j)        The professional standing of the lawyer.

 

In the event of a dispute as to the amount of fees between the attorney and his client, and the intervention of the courts is sought, the determination requires that there be evidence to prove the amount of fees and the extent and value of the services rendered, taking into account the facts determinative thereof.[75] Ordinarily, therefore, the determination of the attorney’s fees on quantum meruit is remanded to the lower court for the purpose. However, it will be just and equitable to now assess and fix the attorney’s fees of both attorneys in order that the resolution of “a comparatively simple controversy,” as Justice Regalado put it in Traders Royal Bank Employees Union-Independent v. NLRC,[76] would not be needlessly prolonged, by taking into due consideration the accepted guidelines and so much of the pertinent data as are extant in the records.

 

          Atty. Dibaratun and Atty. Ballelos each claimed attorney’s fees equivalent to 15% of the principal award of P113,532,500.00, which was the amount granted by the RTC in its decision. Considering that the attorney’s fees will be defrayed by the Heirs of Macabangkit out of their actual recovery from NPC, giving to each of the two attorney’s 15% of the principal award as attorney’s fees would be excessive and unconscionable from the point of view of the clients. Thus, the Court, which holds and exercises the power to fix attorney’s fees on a quantum meruit basis in the absence of an express written agreement between the attorney and the client, now fixes attorney’s fees at 10% of the principal award of P113,532,500.00.

Whether it is Atty. Dibaratun or Atty. Ballelos, or both, who should receive attorney’s fees from the Heirs of Macabangkit is a question that the Court must next determine and settle by considering the amount and quality of the work each performed and the results each obtained.

 

          Atty. Dibaratun, the attorney from the outset, unquestionably carried the bulk of the legal demands of the case. He diligently prepared and timely filed in behalf of the Heirs of Macabangkit every pleading and paper necessary in the full resolution of the dispute, starting from the complaint until the very last motion filed in this Court. He consistently appeared during the trial, and examined and cross-examined all the witnesses presented at that stage of the proceedings. The nature, character, and substance of each pleading and the motions he prepared for the Heirs of Macabangkit indicated that he devoted substantial time and energy in researching and preparing the case for the trial. He even advanced P250,000.00 out of his own pocket to defray expenses from the time of the filing of the motion to execute pending appeal until the case reached the Court.[77] His representation of all the Heirs of Macabangkit was not denied by any of them.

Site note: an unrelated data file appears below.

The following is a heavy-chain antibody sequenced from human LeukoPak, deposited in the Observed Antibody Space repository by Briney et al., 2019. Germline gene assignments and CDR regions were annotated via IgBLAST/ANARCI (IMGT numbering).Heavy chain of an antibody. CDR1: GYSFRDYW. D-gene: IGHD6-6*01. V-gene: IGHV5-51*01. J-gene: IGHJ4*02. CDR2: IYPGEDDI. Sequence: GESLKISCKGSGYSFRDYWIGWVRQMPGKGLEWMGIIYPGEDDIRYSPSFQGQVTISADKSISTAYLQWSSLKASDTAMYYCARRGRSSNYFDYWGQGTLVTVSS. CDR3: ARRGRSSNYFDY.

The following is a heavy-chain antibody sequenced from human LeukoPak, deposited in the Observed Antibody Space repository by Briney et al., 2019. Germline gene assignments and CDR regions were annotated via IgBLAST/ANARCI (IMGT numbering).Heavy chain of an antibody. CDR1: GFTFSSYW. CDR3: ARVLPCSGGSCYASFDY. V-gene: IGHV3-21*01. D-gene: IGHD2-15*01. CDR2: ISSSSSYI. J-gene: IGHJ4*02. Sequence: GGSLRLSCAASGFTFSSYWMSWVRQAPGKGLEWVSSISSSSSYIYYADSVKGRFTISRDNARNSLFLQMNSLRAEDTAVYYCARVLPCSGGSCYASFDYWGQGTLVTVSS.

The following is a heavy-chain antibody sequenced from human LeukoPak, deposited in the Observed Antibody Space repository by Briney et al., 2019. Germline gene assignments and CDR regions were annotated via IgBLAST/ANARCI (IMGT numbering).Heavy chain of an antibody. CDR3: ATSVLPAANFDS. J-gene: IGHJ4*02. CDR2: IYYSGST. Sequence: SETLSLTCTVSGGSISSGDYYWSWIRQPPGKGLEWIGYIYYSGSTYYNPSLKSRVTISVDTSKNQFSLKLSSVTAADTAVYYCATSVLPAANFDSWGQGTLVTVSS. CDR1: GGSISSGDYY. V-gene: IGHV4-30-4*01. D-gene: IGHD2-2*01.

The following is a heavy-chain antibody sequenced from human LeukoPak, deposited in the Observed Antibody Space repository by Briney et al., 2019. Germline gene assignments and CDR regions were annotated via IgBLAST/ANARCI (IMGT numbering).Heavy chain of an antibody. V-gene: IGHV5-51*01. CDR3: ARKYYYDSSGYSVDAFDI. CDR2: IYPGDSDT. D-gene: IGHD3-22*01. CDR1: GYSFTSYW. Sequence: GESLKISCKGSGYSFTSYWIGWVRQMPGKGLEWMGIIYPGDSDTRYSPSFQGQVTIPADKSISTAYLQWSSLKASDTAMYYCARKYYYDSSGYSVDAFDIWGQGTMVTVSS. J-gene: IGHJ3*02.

We note that Atty. Dibaratun possessed some standing in the legal profession and in his local community. He formerly served as a member of the Board of Director of the Integrated Bar of the Philippines (IBP), Lanao del Norte-Iligan City Chapter, and was an IBP national awardee as Best Legal Aid Committee Chairman. He taught at Mindanao State University College of Law Extension. He was a Municipal Mayor of Matungao, Lanao del Norte, and was enthroned Sultan a Gaus.  

 

          In contrast, not much about the character and standing of Atty. Ballelos, as well as the nature and quality of the legal services he rendered for  the  Heirs of Macabangkit are in the records.  The motions he filed in the